Finally, Utah Sen. Orrin Hatch predictably said: “With this astonishing and egregious abuse of executive power, President Obama has shown that far-left special interest groups matter more to him than the people who have lived on and cared for Utah’s lands for generations. For Utahns in general, and for those in San Juan County this is an affront of epic proportions and an attack on an entire way of life.”
One can find similar local outrage over the past national monument designation of other Presidents. Local opposition to the creation of many of our current national parks which were originally protected through the Antiquities Act and Presidential declaration include Grand Canyon, Grand Teton (called Jackson Hole NM), Acadia, Olympic, Death Valley, Kenai Fjords, Glacier Bay, and many other beloved landscapes in the West, including a number of national parks in Utah, including Zion, Arches and Bryce Canyon.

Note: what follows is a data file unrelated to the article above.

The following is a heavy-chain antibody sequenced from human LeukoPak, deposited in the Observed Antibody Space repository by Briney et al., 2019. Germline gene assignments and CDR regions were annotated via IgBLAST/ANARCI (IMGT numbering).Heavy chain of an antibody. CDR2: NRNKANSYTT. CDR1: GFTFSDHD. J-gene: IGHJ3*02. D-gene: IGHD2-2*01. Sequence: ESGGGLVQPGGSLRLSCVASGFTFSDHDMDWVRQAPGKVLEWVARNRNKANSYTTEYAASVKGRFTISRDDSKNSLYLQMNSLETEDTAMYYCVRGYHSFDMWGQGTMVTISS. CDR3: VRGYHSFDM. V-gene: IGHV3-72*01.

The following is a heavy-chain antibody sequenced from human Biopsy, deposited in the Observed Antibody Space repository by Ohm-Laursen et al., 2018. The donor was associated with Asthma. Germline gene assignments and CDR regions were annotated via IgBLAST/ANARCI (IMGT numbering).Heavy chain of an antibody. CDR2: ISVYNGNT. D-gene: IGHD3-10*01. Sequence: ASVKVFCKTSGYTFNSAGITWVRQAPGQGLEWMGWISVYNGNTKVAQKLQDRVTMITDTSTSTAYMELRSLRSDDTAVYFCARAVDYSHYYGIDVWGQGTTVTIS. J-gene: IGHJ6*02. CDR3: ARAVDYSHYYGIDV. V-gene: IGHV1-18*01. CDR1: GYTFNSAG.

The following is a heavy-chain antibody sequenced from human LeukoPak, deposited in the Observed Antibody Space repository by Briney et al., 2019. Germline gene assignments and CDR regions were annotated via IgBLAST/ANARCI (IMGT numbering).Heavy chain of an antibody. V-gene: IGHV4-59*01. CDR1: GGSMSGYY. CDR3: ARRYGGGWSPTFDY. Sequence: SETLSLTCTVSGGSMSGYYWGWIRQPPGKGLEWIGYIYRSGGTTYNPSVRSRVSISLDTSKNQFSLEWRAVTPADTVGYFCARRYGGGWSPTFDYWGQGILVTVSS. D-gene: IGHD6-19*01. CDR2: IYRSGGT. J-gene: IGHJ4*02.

I suspect if one queried Utah residents about whether they are “outraged” and “dismayed” by the “oppressive” 1887 Presidential creation of national forest reserves in Utah, most would admit they are pleased that Utah has national forests today as well as former national monuments now national parks like Zion, Bryce and Arches.
In every instance, time has proven that local people and their political representatives were on the “wrong side of history”. I am certain that if President Obama’s declaration of Bears Ear National Monument withstands the attacks by Utah’s delegation and the Trump administration, future generations of Utahans will wonder how anyone could be so foolish as to oppose protecting such outstanding and unique a natural and cultural landscape.
George Wuerthner is an ecologist and former hunting guide with a degree in wildlife biology
9 Responses to The noisy political attack on new national monuments. We have heard the same now for 130 years